Archive for functional strength

Which Is It: Strength Or Endurance?


I received this email question the other day from a reader of the blog:

"I keep having this argument with a friend of mine who is an ultra-runner and believes endurance is a lot more important than strength. Our goals are the same, to live an active life and also do some racing. I strength train 3 times a week, he runs 6 times a week and does a little bit of circuit-type weights once a week. We each think the other one is doing it wrong. What do you think, Coach?"

Can you relate at all? Without a doubt, different types of athletes love to debate this question. To get to the answer, let's start by defining these two abilities and then let's consider some questions.

Strength is the ability to produce force and to overcome. Endurance is the ability to resist fatigue, persist, and endure stress for a long period of time.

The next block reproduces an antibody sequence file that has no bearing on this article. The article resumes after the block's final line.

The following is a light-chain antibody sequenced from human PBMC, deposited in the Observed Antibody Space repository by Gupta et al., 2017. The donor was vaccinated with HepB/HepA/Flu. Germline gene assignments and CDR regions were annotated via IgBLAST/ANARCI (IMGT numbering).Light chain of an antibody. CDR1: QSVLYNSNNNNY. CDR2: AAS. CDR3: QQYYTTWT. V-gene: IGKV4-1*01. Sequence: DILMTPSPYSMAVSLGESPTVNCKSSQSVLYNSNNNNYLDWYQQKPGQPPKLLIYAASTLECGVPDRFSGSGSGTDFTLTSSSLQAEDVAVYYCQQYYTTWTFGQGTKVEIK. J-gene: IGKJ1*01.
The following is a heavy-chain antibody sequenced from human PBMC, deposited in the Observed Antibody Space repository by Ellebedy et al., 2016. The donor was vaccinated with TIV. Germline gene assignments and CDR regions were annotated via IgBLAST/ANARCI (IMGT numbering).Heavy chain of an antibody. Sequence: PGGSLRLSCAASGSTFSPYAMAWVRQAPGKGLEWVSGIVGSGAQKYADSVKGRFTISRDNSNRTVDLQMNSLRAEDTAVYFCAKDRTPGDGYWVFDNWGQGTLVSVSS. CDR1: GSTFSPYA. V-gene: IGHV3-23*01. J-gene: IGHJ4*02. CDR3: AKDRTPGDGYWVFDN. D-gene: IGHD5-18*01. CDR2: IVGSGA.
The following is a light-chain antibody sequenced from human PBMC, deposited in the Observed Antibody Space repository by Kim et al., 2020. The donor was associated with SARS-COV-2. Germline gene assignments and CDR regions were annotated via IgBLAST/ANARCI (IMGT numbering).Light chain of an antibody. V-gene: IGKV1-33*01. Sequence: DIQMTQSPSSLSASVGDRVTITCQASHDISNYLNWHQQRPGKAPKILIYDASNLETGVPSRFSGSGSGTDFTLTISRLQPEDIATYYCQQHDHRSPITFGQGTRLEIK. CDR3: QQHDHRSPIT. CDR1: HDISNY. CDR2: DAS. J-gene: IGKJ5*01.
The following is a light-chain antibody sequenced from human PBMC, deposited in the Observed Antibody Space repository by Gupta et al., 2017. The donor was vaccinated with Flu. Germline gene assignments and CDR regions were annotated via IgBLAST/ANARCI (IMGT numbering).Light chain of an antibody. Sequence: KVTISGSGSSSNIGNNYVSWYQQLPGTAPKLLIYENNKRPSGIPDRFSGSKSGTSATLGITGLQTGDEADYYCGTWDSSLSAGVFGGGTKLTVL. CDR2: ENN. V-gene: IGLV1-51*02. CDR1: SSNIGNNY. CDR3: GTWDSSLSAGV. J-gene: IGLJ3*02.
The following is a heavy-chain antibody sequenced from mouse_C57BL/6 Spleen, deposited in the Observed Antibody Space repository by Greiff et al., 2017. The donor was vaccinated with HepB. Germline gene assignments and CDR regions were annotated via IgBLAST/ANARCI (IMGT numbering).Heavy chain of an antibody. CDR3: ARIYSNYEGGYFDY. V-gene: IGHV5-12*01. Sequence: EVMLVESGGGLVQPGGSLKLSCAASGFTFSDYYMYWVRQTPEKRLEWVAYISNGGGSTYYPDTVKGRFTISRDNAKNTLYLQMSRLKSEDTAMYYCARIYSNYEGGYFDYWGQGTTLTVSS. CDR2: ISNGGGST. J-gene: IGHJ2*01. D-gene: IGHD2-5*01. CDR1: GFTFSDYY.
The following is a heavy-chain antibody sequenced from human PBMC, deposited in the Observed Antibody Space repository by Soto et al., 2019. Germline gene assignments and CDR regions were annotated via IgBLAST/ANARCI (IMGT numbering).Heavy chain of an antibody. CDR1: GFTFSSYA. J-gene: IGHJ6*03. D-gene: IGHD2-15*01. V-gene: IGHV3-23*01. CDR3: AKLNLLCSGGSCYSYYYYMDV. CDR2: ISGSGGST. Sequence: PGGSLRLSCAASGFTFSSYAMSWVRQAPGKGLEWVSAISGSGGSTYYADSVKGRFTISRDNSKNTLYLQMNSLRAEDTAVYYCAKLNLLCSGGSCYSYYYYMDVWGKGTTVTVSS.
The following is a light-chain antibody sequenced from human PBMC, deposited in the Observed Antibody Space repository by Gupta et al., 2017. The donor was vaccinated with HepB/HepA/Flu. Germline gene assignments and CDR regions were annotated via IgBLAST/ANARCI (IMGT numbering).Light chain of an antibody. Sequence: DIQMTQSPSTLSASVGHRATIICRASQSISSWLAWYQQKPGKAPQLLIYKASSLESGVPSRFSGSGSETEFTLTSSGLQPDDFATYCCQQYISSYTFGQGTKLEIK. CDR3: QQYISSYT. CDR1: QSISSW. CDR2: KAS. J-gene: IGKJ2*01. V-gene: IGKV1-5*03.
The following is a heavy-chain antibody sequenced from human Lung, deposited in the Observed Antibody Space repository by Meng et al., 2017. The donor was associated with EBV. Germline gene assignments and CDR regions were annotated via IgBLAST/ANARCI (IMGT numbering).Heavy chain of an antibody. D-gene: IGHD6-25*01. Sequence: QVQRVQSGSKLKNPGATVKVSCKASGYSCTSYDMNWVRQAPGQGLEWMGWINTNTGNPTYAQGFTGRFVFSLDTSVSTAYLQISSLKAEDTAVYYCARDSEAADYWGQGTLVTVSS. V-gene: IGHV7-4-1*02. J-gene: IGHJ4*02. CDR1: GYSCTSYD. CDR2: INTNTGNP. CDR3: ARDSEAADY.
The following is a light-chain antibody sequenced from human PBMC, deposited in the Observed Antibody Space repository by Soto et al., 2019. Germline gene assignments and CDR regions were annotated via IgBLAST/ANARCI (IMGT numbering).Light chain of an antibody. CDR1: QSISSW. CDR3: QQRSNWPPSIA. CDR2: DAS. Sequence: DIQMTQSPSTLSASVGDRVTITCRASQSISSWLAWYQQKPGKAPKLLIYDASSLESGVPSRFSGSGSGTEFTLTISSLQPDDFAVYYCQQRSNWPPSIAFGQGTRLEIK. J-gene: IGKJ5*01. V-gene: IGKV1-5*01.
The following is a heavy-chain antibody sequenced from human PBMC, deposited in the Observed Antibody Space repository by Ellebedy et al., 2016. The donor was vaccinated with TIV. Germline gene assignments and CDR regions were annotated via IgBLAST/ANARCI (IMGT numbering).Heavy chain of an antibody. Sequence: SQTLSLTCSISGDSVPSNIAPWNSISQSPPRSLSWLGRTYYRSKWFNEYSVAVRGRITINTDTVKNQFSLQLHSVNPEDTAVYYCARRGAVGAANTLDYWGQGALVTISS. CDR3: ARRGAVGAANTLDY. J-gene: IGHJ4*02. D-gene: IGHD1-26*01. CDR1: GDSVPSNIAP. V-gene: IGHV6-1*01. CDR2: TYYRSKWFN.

So, quiz time...Who do YOU think will be more successful in these instances, the athlete who trains primarily for strength or the athlete who trains primarily for endurance?

  • Which triathlete will finish the swim leg of a triathlon with greater ease, and therefore have a better chance for a faster race finish?
  • Which cyclist will have an easier time climbing that really steep hill?
  • Which trail runner or mountain biker will more easily and confidently navigate those gnarly obstacles on the trail or that steep downhill?
  • Which runner or triathlete will be the most successful approaching the very last stage of their race?

The answer is simple: endurance is only possible to the extent that one is stronger than the task at hand, be it the chaotic conditions in the open water or the steep hill you’re trying to climb on your bike, or the gnarly uphill or downhill you're approaching on the trail.